example story map

We can define dimensions for the features. The Search Dirt Road is a simple list of products, while the Compare Dirt Road is a manual workaround: buyers can compare product details themselves, for instance by opening two products in separate browser tabs. The Pay Dirt Road is payment by bank transfer: the web shop shows just bank account details, the rest is manually processed. Integrating with a payment provider is Cobblestone Road, gift cards are the Highway for now.

For Inspect Product, the minimal version is showing the details, because otherwise buyers do not have sufficient information to decide to buy. The Cobblestone Road includes images.

Dirt Road Order Processing is mostly manual: the system shows information for the warehouse employee who will search & package the products. We first want to test the market before investing in order processing automation.

example story map with dimensions for features

Having different dimensions of the Pay feature enables team negotiation about how well do we want to do the Pay feature, what is good enough and what more are we willing to invest in.

Fine grained planning & steering

Based on the dimensions of features, we can decide on Dirt Road and Cobblestone Road releases for the web shop. We decide to include product images and save details for later for now in the Dirt Road release, although they are probably the first thing to be moved out when we need to reduce scope for the first release.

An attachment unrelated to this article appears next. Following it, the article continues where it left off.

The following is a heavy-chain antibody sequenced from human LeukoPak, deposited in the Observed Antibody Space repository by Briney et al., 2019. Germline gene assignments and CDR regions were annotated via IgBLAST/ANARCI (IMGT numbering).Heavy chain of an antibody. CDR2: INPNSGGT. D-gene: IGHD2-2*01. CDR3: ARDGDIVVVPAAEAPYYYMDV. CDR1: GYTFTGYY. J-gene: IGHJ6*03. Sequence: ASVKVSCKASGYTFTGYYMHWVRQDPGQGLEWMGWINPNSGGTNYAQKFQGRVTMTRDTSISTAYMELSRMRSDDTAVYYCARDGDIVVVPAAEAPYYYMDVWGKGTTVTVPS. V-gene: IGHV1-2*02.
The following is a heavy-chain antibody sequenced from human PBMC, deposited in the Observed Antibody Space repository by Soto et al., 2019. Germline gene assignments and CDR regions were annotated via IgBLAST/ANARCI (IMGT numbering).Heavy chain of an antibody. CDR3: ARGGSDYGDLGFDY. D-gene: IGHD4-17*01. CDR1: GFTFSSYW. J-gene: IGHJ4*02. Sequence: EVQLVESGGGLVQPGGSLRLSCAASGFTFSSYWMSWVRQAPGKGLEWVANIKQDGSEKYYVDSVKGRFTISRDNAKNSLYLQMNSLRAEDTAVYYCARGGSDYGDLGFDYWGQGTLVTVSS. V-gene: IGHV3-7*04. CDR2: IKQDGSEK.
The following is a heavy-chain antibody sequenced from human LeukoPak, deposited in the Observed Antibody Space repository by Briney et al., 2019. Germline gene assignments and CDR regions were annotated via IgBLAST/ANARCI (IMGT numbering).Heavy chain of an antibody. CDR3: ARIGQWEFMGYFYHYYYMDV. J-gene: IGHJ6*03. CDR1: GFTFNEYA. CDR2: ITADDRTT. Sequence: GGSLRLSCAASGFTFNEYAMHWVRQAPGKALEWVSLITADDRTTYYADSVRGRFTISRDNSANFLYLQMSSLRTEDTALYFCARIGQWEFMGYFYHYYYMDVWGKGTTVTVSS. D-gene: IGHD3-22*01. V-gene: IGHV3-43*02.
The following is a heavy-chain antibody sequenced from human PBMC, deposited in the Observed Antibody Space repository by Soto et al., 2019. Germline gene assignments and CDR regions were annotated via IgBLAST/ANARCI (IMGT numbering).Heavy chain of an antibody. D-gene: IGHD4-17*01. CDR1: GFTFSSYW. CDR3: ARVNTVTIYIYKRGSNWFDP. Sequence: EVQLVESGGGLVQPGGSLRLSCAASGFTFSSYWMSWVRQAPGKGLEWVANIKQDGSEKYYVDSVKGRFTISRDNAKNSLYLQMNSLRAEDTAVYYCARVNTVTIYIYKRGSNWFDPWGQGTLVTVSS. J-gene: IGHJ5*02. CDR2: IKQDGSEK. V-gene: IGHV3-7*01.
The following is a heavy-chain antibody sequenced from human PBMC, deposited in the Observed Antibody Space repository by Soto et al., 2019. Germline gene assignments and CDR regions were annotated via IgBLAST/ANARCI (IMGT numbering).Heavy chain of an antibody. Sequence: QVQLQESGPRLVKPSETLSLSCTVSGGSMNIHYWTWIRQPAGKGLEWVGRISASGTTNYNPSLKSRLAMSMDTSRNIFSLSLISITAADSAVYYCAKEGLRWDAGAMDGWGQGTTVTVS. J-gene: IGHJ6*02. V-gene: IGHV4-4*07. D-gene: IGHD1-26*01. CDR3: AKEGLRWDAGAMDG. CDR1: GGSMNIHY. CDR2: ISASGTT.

example story map with releases

After we have delivered the Dirt Road release, we can again look at the rest of the story map, asking ourselves what we can leave out and when is it good enough.


We can apply the Dirt Road - Cobblestone Road - Highway metaphor of Dimensional Planning not only to whole releases, but also to individual features. We can define Dirt Road, Cobblestone Road, and Highway versions of a feature, for instance based on different quality requirements.

This facilitates iterative development of features and user stories. A user story can occur multiple times in the backlog, in different versions. By defining the Dirt Road story and starting with that, this reduces the risk of story perfectionism and analysis paralysis.

Feature dimensions also facilitate finer grained planning, tracking and steering. Instead of all-or-nothing decisions for reducing scope - should we remove or include this story? - we can decide to keep a story but reduce its depth.

User story dimensions provide an extra way of splitting large user stories, in a true iterative way. In this way, dimensions enable the Negotiable property of Bill Wake’s INVEST heuristic for good user stories.


The idea of applying dimensions to both releases and features originates from Koen Van Exem, the inventor of Dimensional Planning. He calls them Alternate Futures and Alternate Depths. See also Koen’s original slides

To learn more about User Story Mapping, we recommend going back to the source - Jeff Patton’s original article or his book User Story Mapping.

This post is part of a series on Dimensional Planning: